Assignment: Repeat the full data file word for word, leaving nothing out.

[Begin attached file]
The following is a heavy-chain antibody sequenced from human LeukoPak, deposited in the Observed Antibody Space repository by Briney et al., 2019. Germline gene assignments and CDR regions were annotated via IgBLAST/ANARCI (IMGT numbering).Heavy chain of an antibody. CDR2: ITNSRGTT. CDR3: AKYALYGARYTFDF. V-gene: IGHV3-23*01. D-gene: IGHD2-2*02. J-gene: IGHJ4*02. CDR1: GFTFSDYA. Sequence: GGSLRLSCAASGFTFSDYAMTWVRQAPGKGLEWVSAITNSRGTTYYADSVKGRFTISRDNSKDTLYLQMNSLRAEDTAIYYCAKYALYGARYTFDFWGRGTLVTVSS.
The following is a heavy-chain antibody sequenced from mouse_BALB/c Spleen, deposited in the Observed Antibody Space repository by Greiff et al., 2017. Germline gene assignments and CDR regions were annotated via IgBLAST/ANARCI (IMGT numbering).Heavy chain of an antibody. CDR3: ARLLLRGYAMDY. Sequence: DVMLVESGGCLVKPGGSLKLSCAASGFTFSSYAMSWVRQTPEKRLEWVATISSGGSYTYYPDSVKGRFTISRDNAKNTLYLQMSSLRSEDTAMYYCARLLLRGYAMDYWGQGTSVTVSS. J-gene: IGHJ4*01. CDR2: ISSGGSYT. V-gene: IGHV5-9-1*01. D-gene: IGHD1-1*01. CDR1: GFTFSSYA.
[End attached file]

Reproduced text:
The following is a heavy-chain antibody sequenced from human LeukoPak, deposited in the Observed Antibody Space repository by Briney et al., 2019. Germline gene assignments and CDR regions were annotated via IgBLAST/ANARCI (IMGT numbering).Heavy chain of an antibody. CDR2: ITNSRGTT. CDR3: AKYALYGARYTFDF. V-gene: IGHV3-23*01. D-gene: IGHD2-2*02. J-gene: IGHJ4*02. CDR1: GFTFSDYA. Sequence: GGSLRLSCAASGFTFSDYAMTWVRQAPGKGLEWVSAITNSRGTTYYADSVKGRFTISRDNSKDTLYLQMNSLRAEDTAIYYCAKYALYGARYTFDFWGRGTLVTVSS.
The following is a heavy-chain antibody sequenced from mouse_BALB/c Spleen, deposited in the Observed Antibody Space repository by Greiff et al., 2017. Germline gene assignments and CDR regions were annotated via IgBLAST/ANARCI (IMGT numbering).Heavy chain of an antibody. CDR3: ARLLLRGYAMDY. Sequence: DVMLVESGGCLVKPGGSLKLSCAASGFTFSSYAMSWVRQTPEKRLEWVATISSGGSYTYYPDSVKGRFTISRDNAKNTLYLQMSSLRSEDTAMYYCARLLLRGYAMDYWGQGTSVTVSS. J-gene: IGHJ4*01. CDR2: ISSGGSYT. V-gene: IGHV5-9-1*01. D-gene: IGHD1-1*01. CDR1: GFTFSSYA.